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The book begins with an adult Gene returning to visit the school that he attended as a teenager during the middle years of the Second World War. We very quickly learn that some major event occurred during his time at school and that, in some way, this visit is intended to help him face up to his memories of that time.
In Gene’s memory, Finny is a kind of golden boy, an exceptional athlete and a natural leader who recognises no rules but his own. Gene loves and admires him and is proud to be counted as his closest friend. But in his heart he is also jealous that Finny is always the leader and Gene is merely one of his followers. Finny is the superior athlete and the more imaginative of the two; and the only way Gene can see to outdo him is in the academic side of things. But he knows for certain that Finny will be untouched even if Gene excels in his studies – partly because Finny doesn’t much care about classwork but, more importantly, because he is a truer, more honest friend than Gene, and will be pleased, rather than jealous, about his friend’s success. And feeling this – that Finny is untouchably superior and the better person – leaves Gene struggling to reconcile his love for Finny with the jealousy and irritation that this intense adolescent friendship brings him. And, more than that, he resents, but is unable to resist, being forced to follow Finny into dangerous activities – effortless to the athletic Finny but terrifying to Gene. And, one day, all of these feelings boil over for just one second – a second that will change both boys for ever…
In the deep, tacit way in which feeling becomes stronger than thought, I had always felt that the Devon School came into existence the day I entered it, was vibrantly real while I was a student there, and then blinked out like a candle the day I left. Now here it was after all, preserved by some considerate hand with varnish and wax. Preserved along with it, like stale air in an unopened room, was the well known fear which had surrounded and filled those days, so much of it that I hadn’t even known it was there.
The boys’ knowledge that they will be enlisted into the Army as soon as their schooling finishes is at the heart of the story. The parallels between Gene’s moment of madness and the bigger madness of the war are obvious, but handled with a subtlety that prevents the reader from feeling lectured to. These privileged boys don’t question that they will go off to fight – their families and school have made sure they understand it is their duty. Knowles shows very well how the need to hide any weakness from their peers means that the boys whip up a kind of self-induced enthusiasm for the war and all things martial, leading in turn to the ascendency of the athletic over the academic. And the microcosm of this enclosed little society mirrors the wider world, goading itself on to ever greater sacrifices in the name of war.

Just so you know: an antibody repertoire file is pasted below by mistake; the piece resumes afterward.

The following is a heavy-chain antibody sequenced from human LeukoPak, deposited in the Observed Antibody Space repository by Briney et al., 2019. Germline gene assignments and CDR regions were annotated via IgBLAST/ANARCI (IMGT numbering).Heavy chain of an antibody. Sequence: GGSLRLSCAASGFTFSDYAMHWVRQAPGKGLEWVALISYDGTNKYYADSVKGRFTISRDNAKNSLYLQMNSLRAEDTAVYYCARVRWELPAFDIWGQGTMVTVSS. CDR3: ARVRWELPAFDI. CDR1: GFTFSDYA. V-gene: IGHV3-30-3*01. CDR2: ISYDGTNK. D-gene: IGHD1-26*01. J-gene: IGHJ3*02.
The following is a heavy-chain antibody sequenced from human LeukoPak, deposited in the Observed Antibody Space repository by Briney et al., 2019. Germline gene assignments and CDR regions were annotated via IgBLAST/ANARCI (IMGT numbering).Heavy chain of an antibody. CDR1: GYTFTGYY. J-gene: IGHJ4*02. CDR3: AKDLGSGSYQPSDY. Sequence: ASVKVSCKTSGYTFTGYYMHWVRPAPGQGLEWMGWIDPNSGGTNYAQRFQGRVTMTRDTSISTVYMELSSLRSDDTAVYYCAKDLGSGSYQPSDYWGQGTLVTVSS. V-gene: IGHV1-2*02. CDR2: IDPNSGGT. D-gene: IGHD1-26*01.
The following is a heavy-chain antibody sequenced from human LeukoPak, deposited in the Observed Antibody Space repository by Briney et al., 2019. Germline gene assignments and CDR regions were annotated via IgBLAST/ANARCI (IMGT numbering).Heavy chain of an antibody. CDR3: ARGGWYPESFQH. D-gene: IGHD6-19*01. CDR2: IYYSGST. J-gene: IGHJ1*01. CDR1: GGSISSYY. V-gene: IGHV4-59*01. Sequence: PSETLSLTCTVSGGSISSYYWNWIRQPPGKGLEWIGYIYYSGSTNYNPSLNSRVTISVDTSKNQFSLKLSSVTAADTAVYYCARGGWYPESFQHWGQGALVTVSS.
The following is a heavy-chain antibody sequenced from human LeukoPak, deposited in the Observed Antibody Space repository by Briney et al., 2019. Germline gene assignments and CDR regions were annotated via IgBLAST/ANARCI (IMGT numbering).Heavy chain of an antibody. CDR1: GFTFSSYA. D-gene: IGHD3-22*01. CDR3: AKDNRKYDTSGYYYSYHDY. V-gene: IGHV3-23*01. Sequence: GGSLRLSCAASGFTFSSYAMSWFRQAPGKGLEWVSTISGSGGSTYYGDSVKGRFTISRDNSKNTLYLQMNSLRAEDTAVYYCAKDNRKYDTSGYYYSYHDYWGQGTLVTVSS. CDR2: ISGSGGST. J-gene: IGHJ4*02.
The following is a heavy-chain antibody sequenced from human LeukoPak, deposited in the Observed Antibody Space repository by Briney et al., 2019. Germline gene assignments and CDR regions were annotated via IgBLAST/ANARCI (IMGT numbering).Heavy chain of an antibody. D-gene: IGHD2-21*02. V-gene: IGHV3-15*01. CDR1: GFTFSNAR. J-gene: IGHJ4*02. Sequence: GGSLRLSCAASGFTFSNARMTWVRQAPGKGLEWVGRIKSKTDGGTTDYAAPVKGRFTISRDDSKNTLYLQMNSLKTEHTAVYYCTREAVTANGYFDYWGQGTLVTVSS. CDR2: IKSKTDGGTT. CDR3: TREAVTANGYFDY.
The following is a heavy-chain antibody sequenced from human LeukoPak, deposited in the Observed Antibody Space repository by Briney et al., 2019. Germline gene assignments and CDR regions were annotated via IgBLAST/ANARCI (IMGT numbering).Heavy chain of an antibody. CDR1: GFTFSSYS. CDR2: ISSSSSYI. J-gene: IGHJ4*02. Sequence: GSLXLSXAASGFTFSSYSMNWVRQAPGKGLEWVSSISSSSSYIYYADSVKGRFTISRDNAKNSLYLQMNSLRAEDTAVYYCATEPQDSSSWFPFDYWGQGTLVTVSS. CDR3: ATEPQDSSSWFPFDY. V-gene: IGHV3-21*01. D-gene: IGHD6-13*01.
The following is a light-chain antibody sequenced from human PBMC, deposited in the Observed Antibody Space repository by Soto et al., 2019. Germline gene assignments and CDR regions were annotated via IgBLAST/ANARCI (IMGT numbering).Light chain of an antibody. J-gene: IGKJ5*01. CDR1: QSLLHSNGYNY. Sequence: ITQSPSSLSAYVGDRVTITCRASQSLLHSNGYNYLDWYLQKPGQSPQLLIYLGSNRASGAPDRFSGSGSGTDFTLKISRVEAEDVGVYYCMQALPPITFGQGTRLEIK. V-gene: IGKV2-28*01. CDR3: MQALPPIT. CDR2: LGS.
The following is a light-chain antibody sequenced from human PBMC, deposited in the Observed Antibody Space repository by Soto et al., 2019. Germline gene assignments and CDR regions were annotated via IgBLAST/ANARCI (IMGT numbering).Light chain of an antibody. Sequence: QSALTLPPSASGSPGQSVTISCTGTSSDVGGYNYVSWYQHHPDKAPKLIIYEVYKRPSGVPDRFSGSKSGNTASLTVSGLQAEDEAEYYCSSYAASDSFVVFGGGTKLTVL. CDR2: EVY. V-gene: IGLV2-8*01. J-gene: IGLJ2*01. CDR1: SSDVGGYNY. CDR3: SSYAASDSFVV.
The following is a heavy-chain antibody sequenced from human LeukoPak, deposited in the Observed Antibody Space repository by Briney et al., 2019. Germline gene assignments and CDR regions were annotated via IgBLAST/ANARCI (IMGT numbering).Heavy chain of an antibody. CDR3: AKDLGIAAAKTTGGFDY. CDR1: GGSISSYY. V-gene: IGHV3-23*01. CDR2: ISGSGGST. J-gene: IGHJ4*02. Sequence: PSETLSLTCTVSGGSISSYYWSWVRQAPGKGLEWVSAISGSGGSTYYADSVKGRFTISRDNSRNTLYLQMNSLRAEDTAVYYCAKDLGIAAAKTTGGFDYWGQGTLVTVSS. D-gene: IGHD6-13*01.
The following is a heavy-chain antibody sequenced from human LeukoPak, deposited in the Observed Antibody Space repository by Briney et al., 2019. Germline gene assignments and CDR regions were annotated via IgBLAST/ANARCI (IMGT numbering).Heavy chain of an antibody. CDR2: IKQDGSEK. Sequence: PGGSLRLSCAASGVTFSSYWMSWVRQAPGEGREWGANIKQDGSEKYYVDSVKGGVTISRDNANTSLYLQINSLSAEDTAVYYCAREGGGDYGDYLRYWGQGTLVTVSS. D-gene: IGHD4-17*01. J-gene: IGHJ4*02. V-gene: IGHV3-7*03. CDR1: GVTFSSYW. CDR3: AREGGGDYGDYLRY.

No locker room could have more pungent air than Devon’s; sweat predominated, but it was richly mingled with smells of paraffin and singed rubber, of soaked wool and liniment, and for those who could interpret it, of exhaustion, lost hope and triumph and bodies battling against each other. I thought it anything but a bad smell. It was pre-eminently the smell of the human body after it had been used to the limit, such a smell as has meaning and poignance for any athlete, just as it has for any lover.
This shortish novel is beautifully written. The New England landscape is vividly described, often in war-like metaphors, as we see it change through the seasons from the hot summer days to the deep frozen snows of winter. The life of the school is sketched with the lightest of touches and yet it becomes a place we feel we know and understand – a place in a kind of limbo, suspending its traditional role as educator and feeling rather uneasy in its temporary purpose of training and indoctrinating these young men to play their part in the war. And though the book rarely takes us beyond the school boundaries, we see how the boys are being affected by the news from outside, of battles and glorious victories and horrors in places they can’t even point to on a map.
Winter’s occupation seems to have conquered, overrun and destroyed everything, so that now there is no longer any resistance movement left in nature; all the juices are dead, every sprig of vitality snapped, and now winter itself, an old, corrupt, tired conqueror, loosens its grip on the desolation, recedes a little, grows careless in its watch; sick of victory and enfeebled by the absence of challenge, it begins to withdraw from the ruined countryside.
But the most special thing about the book is the truth of the characterisations. Gene’s first-person narrative is achingly honest in its portrayal of his emotions. Told as a memory from a distance, Knowles manages the difficult task of keeping the adolescent Gene’s emotions feeling fresh and immediate, while colouring the whole book with a kind of nostalgic regret. Finny is seen at a remove – adult Gene recounting his memories of younger Gene’s feelings about him – and has an almost mythic quality, as if surrounded by a golden aura. It’s a beautiful evocation of how nostalgia and grief tend to lead to an idealisation of a person once loved. A lovely book, intensely emotional and with a true heart.
NB This book was provided for review by the publisher, Simon & Schuster.